Writing and the Visual Arts: An Analysis of Critical Writing and Its Impact on the Student of Visual Arts

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Writing and the Visual Arts: An Analysis of Critical Writing and Its Impact on the Student of Visual Arts

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University of Minnesota




Writing and comprehension of written texts on the visual arts is necessary to the understanding of the concepts upon which visual art is based. This study conducted three surveys of students in a variety of intermediate and advanced undergraduate classes in Studio Arts to collect information about their understanding of the relationship between an ability to write and the development of ideas in a visual discipline. A fourth survey was given to faculty members to assess their attitudes toward the relationship between critical studies and the visual arts, as well as how important a role critical studies should play in the department's curriculum. The first survey asked students about what distinguishes the visual arts as a discipline, their beliefs as to the relative importance of writing in relation to the visual arts as a discipline, and what sources the students use in attempting to delineate their visual work. The second survey was more concerned with the students' own activities and beliefs in their ability to function within specific theoretical realms. Survey three asked a number of questions about the students' own beliefs in their writing abilities, their educational backgrounds in writing, and their responses to the type of writing that they are required to do as University students and as studio arts students. Analysis of the returned surveys suggests four main categories of student response: the "writing involved" group; the "moderately involved" group; the "somewhat writing involved" group; and the "writing resistant" group. The "writing involved" is a small but vocal group of students who strongly believe in the necessity of writing and criticism in allowing for the on-going development and contextual positioning of their work. These students feel that the department should ask students to write more and place greater emphasis on critical analysis. A sizable majority of students make up the "moderately" and "somewhat involved" groups. These students tend to see writing as important for clarifying already existing visual ideas. These students gave a wide variety of responses ranging from those who do self-directed writing in relation to their own work, to those who seem to have a vague belief that writing and reading is important in an academic sense, but seem to lack most of the skills or habits to actually make this part of their art-making activity. The fourth group, the "writing resistant" students, represent the smallest number of respondents, but is strong in its belief that writing and even oral expression have little or nothing to do with any type of visual arts activity. The most extreme members of this group feel that writing is harmful in the sense of limiting visual art-making. Few faculty returned their surveys, which could suggest their relative lack of interest in this topic.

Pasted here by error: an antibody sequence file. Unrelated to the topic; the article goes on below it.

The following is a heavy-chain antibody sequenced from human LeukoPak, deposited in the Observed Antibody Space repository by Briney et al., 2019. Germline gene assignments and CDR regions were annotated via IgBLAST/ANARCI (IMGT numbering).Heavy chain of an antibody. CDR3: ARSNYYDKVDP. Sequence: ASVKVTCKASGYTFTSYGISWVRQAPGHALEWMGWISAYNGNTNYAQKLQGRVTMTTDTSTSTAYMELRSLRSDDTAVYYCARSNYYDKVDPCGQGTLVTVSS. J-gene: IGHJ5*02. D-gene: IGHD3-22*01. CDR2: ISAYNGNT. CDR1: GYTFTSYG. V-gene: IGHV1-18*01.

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The Grants for the Study of Writing in the Disciplines (WID Grants) program provides financial and consultative support for UMN faculty and instructors who want to learn more about how writing is conceptualized, taught, and learned (or unlearned) in the disciplines.

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Rose, Thomas. (1990). Writing and the Visual Arts: An Analysis of Critical Writing and Its Impact on the Student of Visual Arts. Retrieved from the University Digital Conservancy, https://hdl.handle.net/11299/254326.

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